- Macular degeneration
- Anatomy of the eye
- Animation: Macular degeneration
- Diabetes and eye diseases
- Smoking and macular degeneration
- Nutrition and macular degeneration
- Exercise and eye health
- Eye examinations
- How to have healthy eyes
- Supportive care
|Macular degeneration is characterised by loss of central, high acuity vision, that is, the vision that is used for tasks that require sharp focus, including reading, writing and driving, and can lead to blindness.|
For more information, see Macular Degeneration.
Anatomy of the eye
|The eye is the organ that allows us to see. The eyeball itself is a sphere spanning approximately 24 mm in diameter. It is suspended in the bony socket by muscles controlling its movements, and is partially cushioned by a thick layer of fatty tissue that protects it during movement within the skull.|
For more information, see Anatomy of the Eye.
Animation: Macular degeneration
|Macular degeneration, commonly referred to as ARMD or age-related macular degeneration, is the leading cause of blindness. When the macula of the eye deteriorates because of ageing, objects may become blurred, distorted, and lose their colour.|
Watch the animation on macular degeneration.
Diabetes and eye diseases
|Diabetes is common, chronic condition that affects the body’s ability to control sugar levels. This can be due to autoimmune damage to the pancreas (Type 1 diabetes), or due to decreased effects of insulin due to poor diet, such as in the much more common Type 2 diabetes. Both these types of diabetes are associated with a wide range of complications, such as kidney disease or diabetic eye diseases.|
For more information, see Diabetes and Eye Diseases.
Smoking and macular degeneration
|There is an increased risk of a number of eye disorders, not only in those who smoke, but also in those who are frequently exposed to tobacco smoke. Smoking is a clearly established risk factor for age-related macular degeneration, and may actually cause the condition.|
For more information, see How Smoking Affects Eye Health.
Nutrition and macular degeneration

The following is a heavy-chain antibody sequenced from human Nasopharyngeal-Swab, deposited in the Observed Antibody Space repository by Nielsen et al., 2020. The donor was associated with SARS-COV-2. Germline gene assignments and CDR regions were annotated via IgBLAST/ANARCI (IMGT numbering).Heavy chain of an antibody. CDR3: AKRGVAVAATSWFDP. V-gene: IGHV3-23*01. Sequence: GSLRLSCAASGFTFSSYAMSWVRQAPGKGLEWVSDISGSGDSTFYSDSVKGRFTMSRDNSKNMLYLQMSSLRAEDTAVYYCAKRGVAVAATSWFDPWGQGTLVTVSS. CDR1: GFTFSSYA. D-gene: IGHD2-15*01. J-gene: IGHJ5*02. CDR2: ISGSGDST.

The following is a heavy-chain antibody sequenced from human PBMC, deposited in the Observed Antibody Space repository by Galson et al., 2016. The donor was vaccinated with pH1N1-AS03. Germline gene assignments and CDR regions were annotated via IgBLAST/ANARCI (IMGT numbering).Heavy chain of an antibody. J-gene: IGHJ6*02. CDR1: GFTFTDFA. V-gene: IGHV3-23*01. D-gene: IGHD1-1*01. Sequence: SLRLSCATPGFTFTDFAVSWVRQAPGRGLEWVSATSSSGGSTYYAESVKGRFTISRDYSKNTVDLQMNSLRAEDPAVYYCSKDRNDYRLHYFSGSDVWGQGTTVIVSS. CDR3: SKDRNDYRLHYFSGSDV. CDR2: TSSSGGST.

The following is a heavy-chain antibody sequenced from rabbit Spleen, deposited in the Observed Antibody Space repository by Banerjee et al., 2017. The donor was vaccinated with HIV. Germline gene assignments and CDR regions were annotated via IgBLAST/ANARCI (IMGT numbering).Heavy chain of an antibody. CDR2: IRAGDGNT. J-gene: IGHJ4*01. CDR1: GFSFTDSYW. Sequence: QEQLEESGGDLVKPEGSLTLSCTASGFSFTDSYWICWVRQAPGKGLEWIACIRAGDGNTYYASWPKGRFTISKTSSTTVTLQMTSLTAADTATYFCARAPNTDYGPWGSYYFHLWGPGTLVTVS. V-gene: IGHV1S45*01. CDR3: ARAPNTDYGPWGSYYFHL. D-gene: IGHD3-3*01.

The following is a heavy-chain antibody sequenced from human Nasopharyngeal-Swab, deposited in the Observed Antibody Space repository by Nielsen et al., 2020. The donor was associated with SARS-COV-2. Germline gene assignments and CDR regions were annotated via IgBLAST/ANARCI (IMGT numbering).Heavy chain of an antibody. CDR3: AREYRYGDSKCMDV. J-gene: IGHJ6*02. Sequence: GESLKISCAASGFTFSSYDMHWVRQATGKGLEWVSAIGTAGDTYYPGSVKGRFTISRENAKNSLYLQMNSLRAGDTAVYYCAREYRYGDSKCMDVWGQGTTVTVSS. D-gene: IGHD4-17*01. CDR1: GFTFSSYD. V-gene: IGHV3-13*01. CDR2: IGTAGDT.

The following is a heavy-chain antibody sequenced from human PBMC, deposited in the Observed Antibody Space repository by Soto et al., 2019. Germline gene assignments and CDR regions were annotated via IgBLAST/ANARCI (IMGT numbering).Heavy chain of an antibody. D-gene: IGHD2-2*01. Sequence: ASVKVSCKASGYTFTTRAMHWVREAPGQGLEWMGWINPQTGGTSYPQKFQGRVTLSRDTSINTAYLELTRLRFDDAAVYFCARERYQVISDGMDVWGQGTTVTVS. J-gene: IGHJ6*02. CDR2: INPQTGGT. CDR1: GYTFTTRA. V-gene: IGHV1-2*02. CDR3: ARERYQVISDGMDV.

|The eyes, like all other organs of the body, depend upon nutrients, vitamins and minerals, to maintain their health and proper function. A number of dietary factors influence the progression of age-related macular degeneration.|
For more information, see Eye Health and Nutrition.
Exercise and eye health
|The role of exercise in protecting eye health is relatively unknown in the general population and scientific studies. However, available evidence suggests that regular physical activity reduces the risk of a number of eye disorders, including age-related macular degeneration.|
For more information, see Exercise and Eye Health.
|An eye examination, also known as visual field testing, is the process of having the eyes examined for visual field defects or for monitoring changes in vision. Having the eyes examined regularly is the best way to detect vision changes and ensure that the conditions underlying changes in vision are diagnosed early.|
For more information, see Eye Examinations.
How to have healthy eyes
|Eyes can be damaged if they are exposed to too much light, toxic substances such as chemicals in cosmetic products, or certain environmental hazards. There are many ways in which the eyes can potentially be damaged, but also many preventative measures that can be taken to protect against eye diseases and/or disorders.|
For more information, see How to Have Healthy Eyes.
The Macular Degeneration Foundation
|The Macular Degeneration Foundation is a charity organisation committed to reducing the incidence and impact of macular degeneration in Australia. The Mission of the MDF is to provide support, advocacy and accurate information to individuals, parents, families and all people affected by macular degeneration.|
For more information on this group, see The Macular Degeneration Foundation.
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|Created: 5/1/2010||Modified: 25/10/2012|
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